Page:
You lived down the street,
the brown house with the privet hedge.
The grass, manicured and perfect,
marigolds planted along the drive.
I used to cut through your yard.
Your father would yell for me
to stay off of the grass.
But I would chance a pass
to get to the next street.
In the upstairs window, a face
always appeared when your father
released his gentle tirade. You.
Dark eyes and a generous smile.
Dark flowing tresses and
happy sun dresses were your appeal.
And every time you would steal
a glance out your window, our eyes met.
Your smile drew mine out of the
shadowy thicket of inexperience,
and I welcomed your “intrusion”
into the realm of my consciousness.
A day came when I entered your yard,
clean jeans and hair combed,
sweaty palms rubbing against
the coarse denim of my youth.
“Excuse me, Sir” I called.
“Would it be alright if I
went through your yard?”
And your father looked up
from tending his garden, hoe in hand.
In that moment, I knew from where
your smile had come. Waving a gloved hand,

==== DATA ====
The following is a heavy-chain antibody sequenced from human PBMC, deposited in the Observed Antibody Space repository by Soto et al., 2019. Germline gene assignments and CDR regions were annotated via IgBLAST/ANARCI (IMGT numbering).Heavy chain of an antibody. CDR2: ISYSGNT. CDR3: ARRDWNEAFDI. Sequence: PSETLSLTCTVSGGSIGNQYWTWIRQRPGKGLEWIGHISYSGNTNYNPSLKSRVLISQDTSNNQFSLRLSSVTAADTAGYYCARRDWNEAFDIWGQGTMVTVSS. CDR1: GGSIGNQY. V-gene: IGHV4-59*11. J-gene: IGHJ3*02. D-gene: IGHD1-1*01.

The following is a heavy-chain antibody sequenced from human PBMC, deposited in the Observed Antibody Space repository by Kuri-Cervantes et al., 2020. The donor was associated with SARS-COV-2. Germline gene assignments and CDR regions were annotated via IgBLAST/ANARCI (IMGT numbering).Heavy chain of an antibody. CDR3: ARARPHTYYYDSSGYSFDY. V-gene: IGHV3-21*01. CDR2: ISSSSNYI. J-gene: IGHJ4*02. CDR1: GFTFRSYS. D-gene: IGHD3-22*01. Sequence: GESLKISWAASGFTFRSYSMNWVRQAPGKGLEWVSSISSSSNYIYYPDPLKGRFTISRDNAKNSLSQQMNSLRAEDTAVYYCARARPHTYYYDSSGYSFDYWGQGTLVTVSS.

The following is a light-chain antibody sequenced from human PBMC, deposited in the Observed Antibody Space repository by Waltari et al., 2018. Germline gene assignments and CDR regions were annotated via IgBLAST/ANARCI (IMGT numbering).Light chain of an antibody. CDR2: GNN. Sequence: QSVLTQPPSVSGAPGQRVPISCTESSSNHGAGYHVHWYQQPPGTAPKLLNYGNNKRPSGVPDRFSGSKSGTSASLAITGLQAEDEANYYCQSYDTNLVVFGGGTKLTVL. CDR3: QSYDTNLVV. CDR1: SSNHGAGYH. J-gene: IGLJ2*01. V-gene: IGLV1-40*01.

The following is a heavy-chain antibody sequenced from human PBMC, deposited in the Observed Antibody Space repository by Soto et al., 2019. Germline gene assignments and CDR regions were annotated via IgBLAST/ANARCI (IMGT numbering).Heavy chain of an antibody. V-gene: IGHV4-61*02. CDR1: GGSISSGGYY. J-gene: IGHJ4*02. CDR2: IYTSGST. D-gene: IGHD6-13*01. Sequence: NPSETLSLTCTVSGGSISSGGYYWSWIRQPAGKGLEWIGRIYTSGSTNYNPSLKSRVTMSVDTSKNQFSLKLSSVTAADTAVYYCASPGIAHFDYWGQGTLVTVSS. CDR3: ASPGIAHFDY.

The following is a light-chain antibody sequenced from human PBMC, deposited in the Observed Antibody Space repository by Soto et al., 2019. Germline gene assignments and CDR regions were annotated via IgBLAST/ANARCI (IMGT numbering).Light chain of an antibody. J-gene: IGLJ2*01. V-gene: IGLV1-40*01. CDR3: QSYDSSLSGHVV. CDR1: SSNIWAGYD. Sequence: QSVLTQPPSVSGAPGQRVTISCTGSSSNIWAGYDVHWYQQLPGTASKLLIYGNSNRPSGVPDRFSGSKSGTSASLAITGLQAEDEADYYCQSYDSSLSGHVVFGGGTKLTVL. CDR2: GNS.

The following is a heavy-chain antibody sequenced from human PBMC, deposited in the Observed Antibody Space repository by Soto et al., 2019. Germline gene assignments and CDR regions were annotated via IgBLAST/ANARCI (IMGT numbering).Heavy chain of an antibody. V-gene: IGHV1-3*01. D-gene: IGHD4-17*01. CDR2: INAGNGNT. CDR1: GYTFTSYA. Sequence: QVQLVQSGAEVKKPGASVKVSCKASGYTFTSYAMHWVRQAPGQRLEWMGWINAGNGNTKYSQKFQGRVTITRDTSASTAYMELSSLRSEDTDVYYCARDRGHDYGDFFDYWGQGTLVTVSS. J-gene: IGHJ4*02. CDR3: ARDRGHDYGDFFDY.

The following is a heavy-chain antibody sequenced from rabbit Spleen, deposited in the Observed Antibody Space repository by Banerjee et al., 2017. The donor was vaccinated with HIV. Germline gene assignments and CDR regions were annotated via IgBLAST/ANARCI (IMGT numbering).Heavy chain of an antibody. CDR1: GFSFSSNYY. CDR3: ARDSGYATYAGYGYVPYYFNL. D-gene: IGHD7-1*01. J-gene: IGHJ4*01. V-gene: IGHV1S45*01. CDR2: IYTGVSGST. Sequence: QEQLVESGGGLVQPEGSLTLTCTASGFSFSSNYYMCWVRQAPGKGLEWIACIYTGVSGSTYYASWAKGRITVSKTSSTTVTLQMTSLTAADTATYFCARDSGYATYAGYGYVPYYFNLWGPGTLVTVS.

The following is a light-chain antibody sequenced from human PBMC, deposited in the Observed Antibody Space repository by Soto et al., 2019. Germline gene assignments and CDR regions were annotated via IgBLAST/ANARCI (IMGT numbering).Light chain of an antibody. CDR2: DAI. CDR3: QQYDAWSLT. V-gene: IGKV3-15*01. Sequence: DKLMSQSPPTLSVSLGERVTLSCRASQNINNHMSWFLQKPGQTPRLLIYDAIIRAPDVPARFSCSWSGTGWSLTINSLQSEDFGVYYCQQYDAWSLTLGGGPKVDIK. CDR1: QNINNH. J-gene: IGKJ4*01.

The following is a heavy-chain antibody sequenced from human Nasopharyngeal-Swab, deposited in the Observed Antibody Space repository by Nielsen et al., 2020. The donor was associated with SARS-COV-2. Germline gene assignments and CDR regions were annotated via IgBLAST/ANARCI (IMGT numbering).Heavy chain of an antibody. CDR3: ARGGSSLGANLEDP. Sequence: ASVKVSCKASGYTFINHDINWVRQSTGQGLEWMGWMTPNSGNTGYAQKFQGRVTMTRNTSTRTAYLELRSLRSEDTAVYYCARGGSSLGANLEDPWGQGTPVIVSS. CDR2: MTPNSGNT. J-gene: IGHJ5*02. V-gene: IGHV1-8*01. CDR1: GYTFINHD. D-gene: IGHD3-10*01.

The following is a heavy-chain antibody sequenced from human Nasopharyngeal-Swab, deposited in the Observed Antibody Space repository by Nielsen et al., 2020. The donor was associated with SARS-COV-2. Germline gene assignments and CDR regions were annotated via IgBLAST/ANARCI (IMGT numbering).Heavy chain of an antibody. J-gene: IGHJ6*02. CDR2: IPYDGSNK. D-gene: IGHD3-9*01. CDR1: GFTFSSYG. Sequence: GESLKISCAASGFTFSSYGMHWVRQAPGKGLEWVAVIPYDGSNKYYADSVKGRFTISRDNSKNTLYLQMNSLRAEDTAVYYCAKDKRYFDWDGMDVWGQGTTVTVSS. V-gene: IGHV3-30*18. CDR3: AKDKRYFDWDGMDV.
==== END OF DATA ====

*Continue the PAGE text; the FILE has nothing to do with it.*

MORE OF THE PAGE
he relented. “Go right ahead”
I saw him glance upward and
again his smile beamed. I turned to look.
You. Dark eyes and a generous smile.
Dark flowing hair and a flair
for always appearing when I would
pass through. I searched your father’s eyes
for permission of a sort, and he simply nodded.
When I looked back to your window,
you were gone. You had come to stand
on the back porch of your nervousness.
“Good Morning” you demurely cooed.
“Hello” my voice cracked, as I turned
in my sudden shyness. “Hey!” you recovered,
“Can I walk with you?” Again to your father;
a broad smile and a wave of a gloved hand.
“Go right ahead” his smile beamed.
Many times I crossed through under the guise of
getting to the next street, but I knew your
smile would always be waiting, Cheshire Cat
at the ready; touched by your grace.
We’ve met many times in our imaginations.
I’ve known your smile in the beauty of your words.
Friends in the sharing of distance and
our known anonymity. And the wave of a gloved hand.